The railway station has the SBB-CFF-FFS lines link with the RhB (Rhaetian railways) lines. While the SBB lines serve most of Switzerland, most of Graub├╝nden's rail traffic is served by Rhaetian state railways. One of the lines (to Arosa) uses on-street running down the main street to reach the station.

There is also a bus station on top of the railway station.

Chur is linked by a motorwayÔÇöthe A13.

See also

Sources and References

  1. ^ a b c d e Swiss Federal Statistical Office accessed 27-Oct-2009
  2. ^ Swiss inventory of cultural property of national and regional significance 21.11.2008 version, (German) accessed 27-Oct-2009
  3. ^ a b c Graubunden Population Statistics (German) accessed 21 September 2009
  4. ^ Graubunden in Numbers (German) accessed 21 September 2009
  5. ^ Chur in German, French and Italian in the online Historical Dictionary of Switzerland.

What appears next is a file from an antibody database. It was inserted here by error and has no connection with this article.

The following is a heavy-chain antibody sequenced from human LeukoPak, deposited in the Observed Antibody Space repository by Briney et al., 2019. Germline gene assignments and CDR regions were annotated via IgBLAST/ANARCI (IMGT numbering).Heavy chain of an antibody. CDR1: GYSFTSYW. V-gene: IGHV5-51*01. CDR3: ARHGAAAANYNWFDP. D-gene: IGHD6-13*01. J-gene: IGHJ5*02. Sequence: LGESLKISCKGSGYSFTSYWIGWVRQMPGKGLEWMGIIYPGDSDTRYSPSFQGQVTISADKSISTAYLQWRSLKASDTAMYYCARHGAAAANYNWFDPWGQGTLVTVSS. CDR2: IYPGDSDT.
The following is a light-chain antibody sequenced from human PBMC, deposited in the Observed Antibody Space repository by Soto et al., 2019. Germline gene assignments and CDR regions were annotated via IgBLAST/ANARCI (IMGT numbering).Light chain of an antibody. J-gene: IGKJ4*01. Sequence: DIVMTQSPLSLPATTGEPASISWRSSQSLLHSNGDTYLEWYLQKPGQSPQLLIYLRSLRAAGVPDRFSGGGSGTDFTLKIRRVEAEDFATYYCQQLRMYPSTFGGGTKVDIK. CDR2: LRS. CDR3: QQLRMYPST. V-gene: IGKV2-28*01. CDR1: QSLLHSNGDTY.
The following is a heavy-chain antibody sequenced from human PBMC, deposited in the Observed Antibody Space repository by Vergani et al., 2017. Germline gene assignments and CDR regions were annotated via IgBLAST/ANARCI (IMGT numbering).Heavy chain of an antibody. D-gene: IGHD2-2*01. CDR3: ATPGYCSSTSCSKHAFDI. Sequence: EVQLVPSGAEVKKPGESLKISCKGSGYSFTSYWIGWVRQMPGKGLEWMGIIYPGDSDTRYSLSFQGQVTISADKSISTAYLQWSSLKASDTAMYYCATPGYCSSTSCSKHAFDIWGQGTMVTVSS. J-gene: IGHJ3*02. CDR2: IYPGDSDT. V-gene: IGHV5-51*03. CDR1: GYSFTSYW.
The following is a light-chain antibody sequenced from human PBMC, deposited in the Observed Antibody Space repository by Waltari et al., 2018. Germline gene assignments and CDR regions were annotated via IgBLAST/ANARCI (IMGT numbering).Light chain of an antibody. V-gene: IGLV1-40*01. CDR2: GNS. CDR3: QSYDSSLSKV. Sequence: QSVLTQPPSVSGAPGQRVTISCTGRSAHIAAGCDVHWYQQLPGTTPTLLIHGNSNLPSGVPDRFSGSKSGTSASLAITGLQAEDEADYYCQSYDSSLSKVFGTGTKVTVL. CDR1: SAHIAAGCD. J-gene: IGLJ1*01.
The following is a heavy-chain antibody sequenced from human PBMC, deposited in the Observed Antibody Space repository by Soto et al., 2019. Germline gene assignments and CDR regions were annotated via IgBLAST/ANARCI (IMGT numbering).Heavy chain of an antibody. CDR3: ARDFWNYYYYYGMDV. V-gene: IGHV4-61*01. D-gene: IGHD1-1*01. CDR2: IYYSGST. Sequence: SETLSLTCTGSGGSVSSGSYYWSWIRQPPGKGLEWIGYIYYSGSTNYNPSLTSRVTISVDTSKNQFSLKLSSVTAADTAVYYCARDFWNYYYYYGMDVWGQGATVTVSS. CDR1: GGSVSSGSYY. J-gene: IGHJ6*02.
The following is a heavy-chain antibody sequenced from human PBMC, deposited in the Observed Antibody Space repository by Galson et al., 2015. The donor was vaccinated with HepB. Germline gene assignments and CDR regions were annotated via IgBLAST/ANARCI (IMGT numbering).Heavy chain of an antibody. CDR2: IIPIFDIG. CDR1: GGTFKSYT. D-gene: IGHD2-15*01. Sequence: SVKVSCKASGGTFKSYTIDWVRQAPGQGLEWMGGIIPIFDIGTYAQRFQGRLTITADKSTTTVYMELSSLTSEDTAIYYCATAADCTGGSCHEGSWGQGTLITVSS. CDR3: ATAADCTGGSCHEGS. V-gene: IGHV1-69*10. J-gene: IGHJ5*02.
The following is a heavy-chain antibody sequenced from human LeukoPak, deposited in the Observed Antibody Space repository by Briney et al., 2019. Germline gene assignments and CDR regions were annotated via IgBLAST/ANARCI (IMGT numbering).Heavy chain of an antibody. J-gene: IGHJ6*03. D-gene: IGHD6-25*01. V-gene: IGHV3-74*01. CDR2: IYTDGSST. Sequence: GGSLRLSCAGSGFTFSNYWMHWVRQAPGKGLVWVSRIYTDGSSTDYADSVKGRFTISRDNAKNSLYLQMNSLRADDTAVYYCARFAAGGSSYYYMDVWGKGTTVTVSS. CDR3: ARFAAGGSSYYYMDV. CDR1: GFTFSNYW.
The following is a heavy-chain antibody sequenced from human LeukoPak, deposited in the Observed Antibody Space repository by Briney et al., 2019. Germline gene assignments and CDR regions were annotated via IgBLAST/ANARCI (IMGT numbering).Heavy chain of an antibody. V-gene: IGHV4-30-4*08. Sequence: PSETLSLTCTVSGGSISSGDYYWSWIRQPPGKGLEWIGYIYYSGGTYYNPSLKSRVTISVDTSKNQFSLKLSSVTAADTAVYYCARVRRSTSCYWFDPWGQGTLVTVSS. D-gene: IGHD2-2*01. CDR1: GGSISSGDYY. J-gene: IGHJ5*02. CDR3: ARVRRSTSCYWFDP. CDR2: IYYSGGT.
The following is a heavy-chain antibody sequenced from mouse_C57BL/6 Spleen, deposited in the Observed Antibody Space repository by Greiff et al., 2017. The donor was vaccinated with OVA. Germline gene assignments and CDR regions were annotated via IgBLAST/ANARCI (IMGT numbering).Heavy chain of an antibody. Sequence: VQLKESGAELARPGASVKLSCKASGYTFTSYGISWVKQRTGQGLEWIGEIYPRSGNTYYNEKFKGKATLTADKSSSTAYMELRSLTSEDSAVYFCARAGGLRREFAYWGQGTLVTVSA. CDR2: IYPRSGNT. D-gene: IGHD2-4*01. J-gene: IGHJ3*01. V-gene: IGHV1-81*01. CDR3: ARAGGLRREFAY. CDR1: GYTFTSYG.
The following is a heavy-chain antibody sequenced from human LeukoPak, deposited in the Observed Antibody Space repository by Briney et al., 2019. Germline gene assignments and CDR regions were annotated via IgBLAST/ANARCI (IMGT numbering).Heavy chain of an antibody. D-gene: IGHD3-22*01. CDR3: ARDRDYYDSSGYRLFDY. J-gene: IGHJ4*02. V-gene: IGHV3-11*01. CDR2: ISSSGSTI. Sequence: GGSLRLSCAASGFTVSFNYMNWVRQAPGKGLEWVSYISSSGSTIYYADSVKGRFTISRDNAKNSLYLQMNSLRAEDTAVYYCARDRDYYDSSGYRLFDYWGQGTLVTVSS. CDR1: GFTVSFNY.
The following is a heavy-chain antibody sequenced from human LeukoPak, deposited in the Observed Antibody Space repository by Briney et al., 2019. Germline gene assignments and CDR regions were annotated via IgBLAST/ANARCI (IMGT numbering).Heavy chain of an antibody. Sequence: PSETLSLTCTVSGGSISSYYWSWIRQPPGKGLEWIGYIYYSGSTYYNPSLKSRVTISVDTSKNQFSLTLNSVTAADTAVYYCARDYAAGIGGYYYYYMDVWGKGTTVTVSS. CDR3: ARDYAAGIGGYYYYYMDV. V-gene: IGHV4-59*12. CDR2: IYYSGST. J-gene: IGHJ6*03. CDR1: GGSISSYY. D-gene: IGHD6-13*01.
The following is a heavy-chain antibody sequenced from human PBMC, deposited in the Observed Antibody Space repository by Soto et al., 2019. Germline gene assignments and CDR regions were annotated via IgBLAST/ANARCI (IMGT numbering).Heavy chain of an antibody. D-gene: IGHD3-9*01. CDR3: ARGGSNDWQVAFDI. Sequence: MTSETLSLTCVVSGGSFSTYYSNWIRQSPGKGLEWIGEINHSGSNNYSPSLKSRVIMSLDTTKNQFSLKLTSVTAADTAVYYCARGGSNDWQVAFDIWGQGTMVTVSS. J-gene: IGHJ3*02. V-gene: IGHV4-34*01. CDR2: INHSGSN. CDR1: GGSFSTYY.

6. ^ a b "Temperature and Percipitation Average Values-Table, 1961-1990" (in German, French, Italian). Federal Office of Meteorology and Climatology - MeteoSwiss. Retrieved 8 May 2009. , the weather station elevation is 556 meters above sea level.

External links

Travel guide

Up to date as of January 14, 2010

From Wikitravel

This article or section does not match our manual of style or needs other editing. Please plunge forward, give it your attention and help it improve!

Chur[1] is the capital of Graub├╝nden canton in south-eastern Switzerland.

The centre of Chur
The centre of Chur

By rail from Z├╝rich, which is 75km away.

Get out

The well known regions of the Engadin and Prattigau valleys are very easily accessed from Chur, in them containing the ski resorts of St. Moritz and Davos/Klosters. The lesser known resorts of the Surselva and Arosa are the nearest to Chur. All nearby regions can be accessed by road and by train.